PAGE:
The army has a hog problem and not the Harley Davidson variety. Instead, the army is struggling with feral hogs that are tearing up property, hindering conservation efforts, and causing a wide range of problems – including the threatening of endangered species on a large military base in Texas.

To solve this dilemma, the U.S. Army Corps of Engineers has turned to Clemson University professor and chair of forestry and environmental conservation, Greg Yarrow.

Clemson is currently engaged with the Corps of Engineers on two projects at the military base where the pigs are particularly problematic. One of the ways researches are helping is by exploring the contents of the stomachs of feral hogs to determine what they are eating throughout the calendar year. This helps determine where they are going seasonally. Another aspect is to analyze their locations and habitats.

That is where GPS tracking comes into the picture with researchers using GPS devices which collect an abundance of data, and then used to identify the locations where the feral hogs are getting access to food and where they are gathering. This is intended to help the Army can focus its efforts to curtailing the pig problem in the locations where they will be most effective.

How big of a problem can feral hogs become?

It is estimated that feral hogs cause roughly $44 million in damage to crops, timber, and livestock throughout the state of South Carolina each year. This is in addition to non-crop losses that result from the hogs taking out food plots, cutting off water supplies, damaging equipment, and more.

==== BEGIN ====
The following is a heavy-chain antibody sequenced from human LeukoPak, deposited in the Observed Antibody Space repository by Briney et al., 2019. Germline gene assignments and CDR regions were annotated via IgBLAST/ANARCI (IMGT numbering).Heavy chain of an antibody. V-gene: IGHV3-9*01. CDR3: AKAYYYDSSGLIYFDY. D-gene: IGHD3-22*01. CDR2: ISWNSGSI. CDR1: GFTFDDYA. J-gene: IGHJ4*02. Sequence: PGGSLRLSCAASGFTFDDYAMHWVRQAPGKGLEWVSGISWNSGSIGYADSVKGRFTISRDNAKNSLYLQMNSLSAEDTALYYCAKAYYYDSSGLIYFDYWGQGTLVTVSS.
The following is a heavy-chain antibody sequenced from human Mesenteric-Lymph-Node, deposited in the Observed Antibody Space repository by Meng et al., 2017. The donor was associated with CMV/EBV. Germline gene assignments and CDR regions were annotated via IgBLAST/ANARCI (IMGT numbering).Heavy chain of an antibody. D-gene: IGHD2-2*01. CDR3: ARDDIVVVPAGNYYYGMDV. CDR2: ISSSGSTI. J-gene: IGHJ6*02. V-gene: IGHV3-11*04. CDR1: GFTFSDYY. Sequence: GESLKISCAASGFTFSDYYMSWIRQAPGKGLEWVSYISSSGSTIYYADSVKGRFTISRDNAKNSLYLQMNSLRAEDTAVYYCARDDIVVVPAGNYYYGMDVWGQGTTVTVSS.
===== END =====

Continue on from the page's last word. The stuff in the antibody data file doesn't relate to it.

The problem is proving equally dramatic on the Fort Hood Army base in Texas, which is currently the largest military base in the world. The Army is using what it has learned from GPS tracking information, stomach content, and more to help fuel its research.

The state of South Carolina is watching closely though to use the information gained from this research project to learn more about new ways to curtail the economic damage these beasts cause the state year after year.

Participating in research efforts of this scale provides Clemson students and staff unique opportunities to offer their expertise in projects that are national importance, which is outstanding for the students and the university.

Brake Safety Day 2017 took place on September 7, 2017. Sponsored by the Commercial Vehicle Safety Alliance, or CVSA, the event is held in partnership with the Federal Motor Carrier Safety Administration (MFCSA) and the Canadian Council of Motor Transport Administrators. The results of this year’s event might give you pause if you spend any time on the road.

During the Brake Safety Event there were 7,698 vehicles inspected in the United States and Canada. Of those, 78 percent of the vehicles passed without violations that would require the vehicles to go out of service. However, there were 1,064 vehicles that did receive violations related to their brakes that forced the vehicles out of service.

One of the purposes of this event is to gather information about how antilock braking systems are maintained. Since braking systems are critical safety features for commercial motor vehicles, proper maintenance is of extreme importance. Failing to properly maintain commercial vehicle brakes could result in accidents and fatalities for commercial truck drivers and other people on the roads.

Brake-related violations accounted for 45.7 percent of all the “out of service” violations issued during another event, Operation Airbrake’s International Roadcheck campaign in 2016.

The Brake Safety Day even inspectors conducted a 37-step procedure to examine vehicle maintenance and driver operations. Inspectors look for a variety of issues including the condition of brake-system components. Specifically, they are looking for parts that are missing or loose. They are also looking for leaks in air or hydraulic fluids, and wear in pads, drums, linings, and rotors. Inspectors also check ABS malfunction indicators lamps. Vehicles that are found to have out-of-adjustment brakes or brakes that are defective are placed out-of-service until they are roadworthy again.